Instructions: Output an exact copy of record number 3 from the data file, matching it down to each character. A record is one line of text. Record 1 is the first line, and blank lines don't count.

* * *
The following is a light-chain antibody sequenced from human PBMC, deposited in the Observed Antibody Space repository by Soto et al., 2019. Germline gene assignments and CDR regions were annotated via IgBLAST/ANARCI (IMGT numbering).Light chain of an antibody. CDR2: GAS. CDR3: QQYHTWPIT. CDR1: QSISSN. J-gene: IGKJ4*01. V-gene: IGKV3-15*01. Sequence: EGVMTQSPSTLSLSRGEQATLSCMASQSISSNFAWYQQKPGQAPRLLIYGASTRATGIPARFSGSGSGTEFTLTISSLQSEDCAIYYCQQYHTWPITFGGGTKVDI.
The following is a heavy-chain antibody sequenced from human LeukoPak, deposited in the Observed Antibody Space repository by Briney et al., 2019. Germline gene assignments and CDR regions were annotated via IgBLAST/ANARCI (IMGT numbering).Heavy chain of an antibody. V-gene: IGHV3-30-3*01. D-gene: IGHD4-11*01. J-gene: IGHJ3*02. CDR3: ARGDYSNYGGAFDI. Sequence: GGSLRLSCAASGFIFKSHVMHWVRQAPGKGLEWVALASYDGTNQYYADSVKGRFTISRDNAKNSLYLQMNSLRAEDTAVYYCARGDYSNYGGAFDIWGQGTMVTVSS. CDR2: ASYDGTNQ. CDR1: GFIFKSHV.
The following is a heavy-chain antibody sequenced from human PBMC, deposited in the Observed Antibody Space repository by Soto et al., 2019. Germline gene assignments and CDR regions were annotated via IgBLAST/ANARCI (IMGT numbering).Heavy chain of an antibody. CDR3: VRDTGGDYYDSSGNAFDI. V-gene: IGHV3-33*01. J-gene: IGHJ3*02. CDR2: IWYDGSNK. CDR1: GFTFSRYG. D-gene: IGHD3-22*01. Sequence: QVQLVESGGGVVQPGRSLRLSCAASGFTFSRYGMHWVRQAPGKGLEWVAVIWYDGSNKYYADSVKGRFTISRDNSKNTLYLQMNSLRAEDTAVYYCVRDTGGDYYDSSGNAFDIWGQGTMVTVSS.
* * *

The following is a heavy-chain antibody sequenced from human PBMC, deposited in the Observed Antibody Space repository by Soto et al., 2019. Germline gene assignments and CDR regions were annotated via IgBLAST/ANARCI (IMGT numbering).Heavy chain of an antibody. CDR3: VRDTGGDYYDSSGNAFDI. V-gene: IGHV3-33*01. J-gene: IGHJ3*02. CDR2: IWYDGSNK. CDR1: GFTFSRYG. D-gene: IGHD3-22*01. Sequence: QVQLVESGGGVVQPGRSLRLSCAASGFTFSRYGMHWVRQAPGKGLEWVAVIWYDGSNKYYADSVKGRFTISRDNSKNTLYLQMNSLRAEDTAVYYCVRDTGGDYYDSSGNAFDIWGQGTMVTVSS.